Toward the end of February and early March, I usually plan a family vacation in a warm location like Mexico. I do it to escape the cold, but I also choose this time because a percentage of my clients go quiet in busy season.

I have worked with public accounting firms across the country for almost two decades, and little has changed in that golden time from January to about mid-May. For partners and staff, the hours are long, the focus is intense, and the rewards come later.

Marketing and business development staff know their plans and budgets must be approved prior to busy season, and that major initiatives will have to wait until everyone is back from vacation sometime in June or July.

And yet, I'm sure that every partner would agree that the best time to attract clients is when those prospective new clients are angry with their current accounting firm ... right around springtime. It doesn't matter if their grievance is logical or not; buying is 50 percent emotional.

The biggest issue of 2013 for accounting firms of all sizes was attracting new clients, according to the American Institute of CPAs' Private Companies Practice Section CPA Firm Top Issues survey. I suspect this same issue will top the list in 2014 across the board.

Due to the intensity of busy season, however, a whole-firm focus on marketing and business development is likely a mere six months long each year (or less with busy times around September 15 and October 15).

I risk appearing crazy if I suggest that accountants step away from paying client work to ponder new business development when they are already working seven days a week. So I won't. Instead, greasing the wheels in your "less-busy" seasons will attract qualified leads exactly when you are buried in returns, audits and consulting next January through April.

In fact, one accounting firm we know in North Carolina landed three new clients at the end of January. Partners did it by committing to an integrated marketing and business development strategy 18 months earlier.

Your accounting firm can experience the same type of success by considering three strategic steps that don't require heavy lifting until after you've had your vacation and annual physical.



According to the AICPA survey, the firms that are most successful at attracting clients have a whole-firm approach with an integrated marketing and business development plan. Partners champion the effort. They approve marketing staff and consultants to work with a core group of subject matter experts who will support focused tactics: articles and blogs, speaking, networking or cross-selling to existing clients. This group will identify their ideal prospects and brainstorm ways to attract them.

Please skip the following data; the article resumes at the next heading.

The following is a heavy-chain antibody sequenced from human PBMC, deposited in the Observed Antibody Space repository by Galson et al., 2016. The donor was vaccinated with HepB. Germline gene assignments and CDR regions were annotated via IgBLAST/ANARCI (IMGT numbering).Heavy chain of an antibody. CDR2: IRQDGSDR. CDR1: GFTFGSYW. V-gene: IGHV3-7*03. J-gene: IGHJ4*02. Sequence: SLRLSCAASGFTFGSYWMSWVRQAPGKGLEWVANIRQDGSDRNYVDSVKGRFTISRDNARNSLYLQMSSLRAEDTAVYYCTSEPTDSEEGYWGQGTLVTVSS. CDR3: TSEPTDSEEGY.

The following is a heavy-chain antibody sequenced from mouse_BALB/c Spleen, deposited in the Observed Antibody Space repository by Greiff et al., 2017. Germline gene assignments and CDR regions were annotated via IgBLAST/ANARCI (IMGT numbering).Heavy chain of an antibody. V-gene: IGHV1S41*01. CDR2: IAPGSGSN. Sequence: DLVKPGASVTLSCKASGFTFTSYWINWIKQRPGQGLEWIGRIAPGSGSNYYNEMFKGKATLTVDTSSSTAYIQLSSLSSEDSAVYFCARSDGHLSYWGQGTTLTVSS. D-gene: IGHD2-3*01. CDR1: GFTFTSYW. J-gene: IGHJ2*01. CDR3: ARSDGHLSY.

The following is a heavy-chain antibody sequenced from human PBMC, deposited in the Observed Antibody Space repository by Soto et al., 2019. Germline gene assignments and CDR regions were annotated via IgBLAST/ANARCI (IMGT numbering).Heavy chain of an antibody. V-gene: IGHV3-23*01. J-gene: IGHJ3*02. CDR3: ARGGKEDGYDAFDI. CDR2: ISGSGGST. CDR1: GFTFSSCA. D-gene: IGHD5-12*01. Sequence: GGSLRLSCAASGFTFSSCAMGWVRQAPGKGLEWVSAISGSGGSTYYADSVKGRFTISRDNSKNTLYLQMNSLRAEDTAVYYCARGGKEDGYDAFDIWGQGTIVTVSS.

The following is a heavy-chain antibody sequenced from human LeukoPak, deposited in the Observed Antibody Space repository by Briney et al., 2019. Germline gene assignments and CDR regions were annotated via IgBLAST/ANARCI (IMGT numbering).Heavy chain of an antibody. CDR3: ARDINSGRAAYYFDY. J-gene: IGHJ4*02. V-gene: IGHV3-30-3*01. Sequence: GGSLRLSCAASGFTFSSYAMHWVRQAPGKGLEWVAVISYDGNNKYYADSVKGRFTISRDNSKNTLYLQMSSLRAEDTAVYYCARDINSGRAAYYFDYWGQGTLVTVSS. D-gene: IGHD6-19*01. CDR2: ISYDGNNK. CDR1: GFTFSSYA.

All of these efforts are then mapped out in a six-to-12-month marketing calendar, along with personal business development plans/goals for partners and/or key emerging leaders. The heavy lifting starts in mid-summer and tapers down to planning for next year toward the holidays.



What happens during the heavy lifting? The firm works on major branding initiatives and Web site updates that tie into specific niche marketing campaigns for lead generation.

Evergreen, client-focused articles are produced for the Web site and also for trade publications that will publish three to six months from now. Content might also go into blogs or newsletters. Direct-mail campaigns and ads are approved and developed to run at key points in the summer, fall and spring. A tax guide and other resources are updated and posted for easy download when prospects are searching for them.

During the heavy lifting, you have partner and manager attention to create, review and approve articles, blogs and other marketing tactics for use during busy season.

Whatever your marketing strategy entails, it must also be aligned with your sales strategy. This way, the content you create can act as an extra salesperson when accountants are busy.



Once busy season hits, marketing staff or consultants can pitch partners and managers for speeches in summer and fall; they can also plan client-focused events for that time. They will promote published articles and blogs on the firm's social media pages and track downloads of resources promoted through the newsletter that went out in February or through a direct-mail campaign. They are repurposing speeches and articles into tips lists and video blogs and sharing those with business media.

No marketing staff? Work with your Web designer, a ghostwriter or hired Google expert to make sure the content you already have out there is optimized with proper Web page titles, headlines and key phrases to attract the leads either referred to you or cold-searched. You can also schedule social media posts and e-mail blasts (pre-written and programmed to go out automatically every few weeks) to promote your Web site and content while you're busy meeting with clients. Your only other job will be to pick up the phone when a prospective new client calls.

By the time everyone is back to business, new business development will come from lead nurturing that started six months to a year ago ... and the planning begins again. Think of it this way: Busy season for marketing and business development is during the months leading up to busy season. What's left in busy season is to track the processes and channels designed to attract new clients and refer those hot prospects to partners.

Sounds logical and yet challenging, with multiple opportunities and too little time. That's why a focused summer and fall effort on a few key objectives will help enterprising and organized firms grow during busy season when others have gone dark.

Dawn Wagenaar is co-principal of Ingenuity Marketing Group LLC, providing growth, brand and marketing strategy consulting to accounting firms across the country. Reach her at or (651) 690-3358.

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